Jupiter and Ganymede in Near-UV and Blue
A new Jupiter to add to the Hubble Jupiter collection, this time in near-ultraviolet and visible blue light. Note this is not far enough into ultraviolet to view the auroras, just in case you were wondering. The Great Red Spot is just coming into view as the planet and its bands rotate about its axis. However, at these wavelengths, it is quite dark, and appears blue with this processing. Red Spot Junior is also prominently visible as another dark blue spot.
Of particular interest to me, and why I chose this dataset, was the presence of Ganymede within the frame, floating at top left in front of Jupiter. I did not know what Ganymede looked like in near-ultraviolet, but apparently now I do. I wasn't sure what to expect, but the leading and trailing side of the moon are quite different in near-ultraviolet compared to how they are in visible light. The trailing side is a bit darker, and the leading side a bit lighter, which is why Ganymede appears to have this fascinating red gradient over it. I don't know why this is; all I know is that I didn't force it to be that way, and it's not a mistake.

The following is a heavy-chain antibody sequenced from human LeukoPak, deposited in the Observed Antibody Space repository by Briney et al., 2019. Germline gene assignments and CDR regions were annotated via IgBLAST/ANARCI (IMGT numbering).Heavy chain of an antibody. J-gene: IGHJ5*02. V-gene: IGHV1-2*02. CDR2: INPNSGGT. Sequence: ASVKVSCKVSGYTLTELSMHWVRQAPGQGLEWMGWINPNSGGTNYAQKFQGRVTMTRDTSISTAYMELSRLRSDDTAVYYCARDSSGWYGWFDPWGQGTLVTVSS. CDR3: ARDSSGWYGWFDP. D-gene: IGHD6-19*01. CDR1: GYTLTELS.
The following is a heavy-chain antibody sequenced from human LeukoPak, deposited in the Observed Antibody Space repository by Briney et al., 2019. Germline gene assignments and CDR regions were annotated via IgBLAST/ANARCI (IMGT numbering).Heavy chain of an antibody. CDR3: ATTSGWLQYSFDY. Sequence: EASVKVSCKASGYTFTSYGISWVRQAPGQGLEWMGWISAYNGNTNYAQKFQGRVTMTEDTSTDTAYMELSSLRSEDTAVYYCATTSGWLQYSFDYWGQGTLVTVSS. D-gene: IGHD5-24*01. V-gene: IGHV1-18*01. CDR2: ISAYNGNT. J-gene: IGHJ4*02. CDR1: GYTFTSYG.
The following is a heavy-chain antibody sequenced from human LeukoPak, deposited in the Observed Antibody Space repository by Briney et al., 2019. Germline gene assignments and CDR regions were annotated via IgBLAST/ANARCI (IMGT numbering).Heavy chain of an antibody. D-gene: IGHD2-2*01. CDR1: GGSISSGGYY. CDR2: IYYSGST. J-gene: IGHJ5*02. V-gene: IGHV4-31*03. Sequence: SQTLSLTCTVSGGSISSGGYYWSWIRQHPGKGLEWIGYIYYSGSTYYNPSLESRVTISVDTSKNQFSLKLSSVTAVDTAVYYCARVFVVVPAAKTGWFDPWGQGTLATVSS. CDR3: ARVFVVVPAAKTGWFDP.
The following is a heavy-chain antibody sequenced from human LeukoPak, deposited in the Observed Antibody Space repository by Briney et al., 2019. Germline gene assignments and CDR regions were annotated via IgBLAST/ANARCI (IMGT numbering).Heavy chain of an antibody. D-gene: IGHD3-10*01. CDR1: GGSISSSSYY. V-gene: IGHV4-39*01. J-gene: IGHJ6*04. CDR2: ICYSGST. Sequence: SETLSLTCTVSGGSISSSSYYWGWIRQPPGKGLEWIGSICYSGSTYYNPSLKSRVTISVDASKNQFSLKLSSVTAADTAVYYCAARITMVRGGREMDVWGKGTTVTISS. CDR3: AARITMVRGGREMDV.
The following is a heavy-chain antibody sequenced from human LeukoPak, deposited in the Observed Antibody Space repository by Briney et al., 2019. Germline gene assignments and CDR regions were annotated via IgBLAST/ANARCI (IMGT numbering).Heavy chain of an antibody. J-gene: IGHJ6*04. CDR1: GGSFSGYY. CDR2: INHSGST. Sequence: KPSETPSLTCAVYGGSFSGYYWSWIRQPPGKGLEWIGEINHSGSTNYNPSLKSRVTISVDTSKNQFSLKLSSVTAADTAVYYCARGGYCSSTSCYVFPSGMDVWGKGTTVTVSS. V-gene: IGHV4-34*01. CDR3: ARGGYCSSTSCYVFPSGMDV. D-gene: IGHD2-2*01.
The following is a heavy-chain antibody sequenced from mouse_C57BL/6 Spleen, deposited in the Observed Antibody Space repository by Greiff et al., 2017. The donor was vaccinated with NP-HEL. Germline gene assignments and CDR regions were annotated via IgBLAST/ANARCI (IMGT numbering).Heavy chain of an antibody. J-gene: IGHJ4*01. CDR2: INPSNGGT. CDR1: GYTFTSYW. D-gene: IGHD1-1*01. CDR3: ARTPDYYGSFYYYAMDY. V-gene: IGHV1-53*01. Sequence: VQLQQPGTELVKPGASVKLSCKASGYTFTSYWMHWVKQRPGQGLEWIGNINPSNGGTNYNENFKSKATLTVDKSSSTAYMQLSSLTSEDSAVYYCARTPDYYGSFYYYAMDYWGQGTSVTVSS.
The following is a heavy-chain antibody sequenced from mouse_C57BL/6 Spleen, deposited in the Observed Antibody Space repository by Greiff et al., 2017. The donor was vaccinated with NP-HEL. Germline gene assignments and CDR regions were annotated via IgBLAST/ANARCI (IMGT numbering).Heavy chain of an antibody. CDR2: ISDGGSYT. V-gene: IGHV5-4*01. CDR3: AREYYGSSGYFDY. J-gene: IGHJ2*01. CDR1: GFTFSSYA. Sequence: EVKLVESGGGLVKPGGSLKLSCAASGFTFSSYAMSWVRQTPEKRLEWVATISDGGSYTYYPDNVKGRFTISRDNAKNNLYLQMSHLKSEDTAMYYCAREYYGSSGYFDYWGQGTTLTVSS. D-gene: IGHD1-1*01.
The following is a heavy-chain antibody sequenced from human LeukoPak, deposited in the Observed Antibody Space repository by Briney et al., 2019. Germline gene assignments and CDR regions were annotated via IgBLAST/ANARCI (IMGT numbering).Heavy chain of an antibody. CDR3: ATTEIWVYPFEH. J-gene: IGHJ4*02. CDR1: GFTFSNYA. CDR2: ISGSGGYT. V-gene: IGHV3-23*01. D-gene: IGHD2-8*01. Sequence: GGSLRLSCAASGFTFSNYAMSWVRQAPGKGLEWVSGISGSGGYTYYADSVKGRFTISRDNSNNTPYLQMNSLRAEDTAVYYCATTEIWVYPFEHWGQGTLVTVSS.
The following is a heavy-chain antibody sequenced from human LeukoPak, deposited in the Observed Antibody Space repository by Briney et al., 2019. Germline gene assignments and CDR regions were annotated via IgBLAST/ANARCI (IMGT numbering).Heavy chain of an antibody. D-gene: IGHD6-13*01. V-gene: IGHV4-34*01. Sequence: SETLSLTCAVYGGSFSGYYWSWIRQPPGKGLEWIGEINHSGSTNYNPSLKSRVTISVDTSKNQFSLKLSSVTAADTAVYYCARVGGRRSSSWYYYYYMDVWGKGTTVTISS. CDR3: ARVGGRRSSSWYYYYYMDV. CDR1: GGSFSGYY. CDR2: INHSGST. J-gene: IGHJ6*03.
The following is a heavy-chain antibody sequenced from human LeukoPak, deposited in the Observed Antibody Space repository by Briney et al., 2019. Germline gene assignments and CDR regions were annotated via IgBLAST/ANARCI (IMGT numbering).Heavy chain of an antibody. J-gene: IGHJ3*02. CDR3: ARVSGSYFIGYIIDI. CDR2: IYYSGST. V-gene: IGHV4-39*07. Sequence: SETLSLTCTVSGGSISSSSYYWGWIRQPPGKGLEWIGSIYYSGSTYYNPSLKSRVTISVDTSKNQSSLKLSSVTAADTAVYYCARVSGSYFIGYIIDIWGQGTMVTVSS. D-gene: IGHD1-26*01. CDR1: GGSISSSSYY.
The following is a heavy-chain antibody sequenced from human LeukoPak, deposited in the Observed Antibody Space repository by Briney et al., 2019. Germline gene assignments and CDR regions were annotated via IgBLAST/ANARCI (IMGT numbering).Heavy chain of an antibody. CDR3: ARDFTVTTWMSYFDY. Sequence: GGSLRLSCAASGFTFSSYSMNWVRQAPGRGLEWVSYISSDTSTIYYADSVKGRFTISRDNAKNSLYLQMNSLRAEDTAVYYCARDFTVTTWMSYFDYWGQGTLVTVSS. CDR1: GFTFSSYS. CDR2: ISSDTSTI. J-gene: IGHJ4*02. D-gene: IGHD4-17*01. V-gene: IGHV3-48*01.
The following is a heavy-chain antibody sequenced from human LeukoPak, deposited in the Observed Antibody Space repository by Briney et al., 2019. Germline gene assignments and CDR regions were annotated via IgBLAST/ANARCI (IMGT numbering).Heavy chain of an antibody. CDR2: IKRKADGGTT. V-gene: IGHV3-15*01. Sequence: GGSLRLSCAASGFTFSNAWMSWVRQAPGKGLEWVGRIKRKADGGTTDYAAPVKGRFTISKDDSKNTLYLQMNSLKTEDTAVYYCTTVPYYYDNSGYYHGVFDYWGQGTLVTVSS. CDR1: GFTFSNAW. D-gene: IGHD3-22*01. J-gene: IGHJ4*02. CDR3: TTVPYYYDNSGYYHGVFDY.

This image represents Jupiter and Ganymede as they would have appeared on 2017-02-02 at 12:16 UTC.
This was another image of Jupiter captured jointly with the Juno craft. See the following proposal:
Red: WFC3/UVIS F343N (id9o23xyq)
Green: WFC3/UVIS F275W (id9o23xzq)
Blue: WFC3/UVIS F225W (id9o23y0q)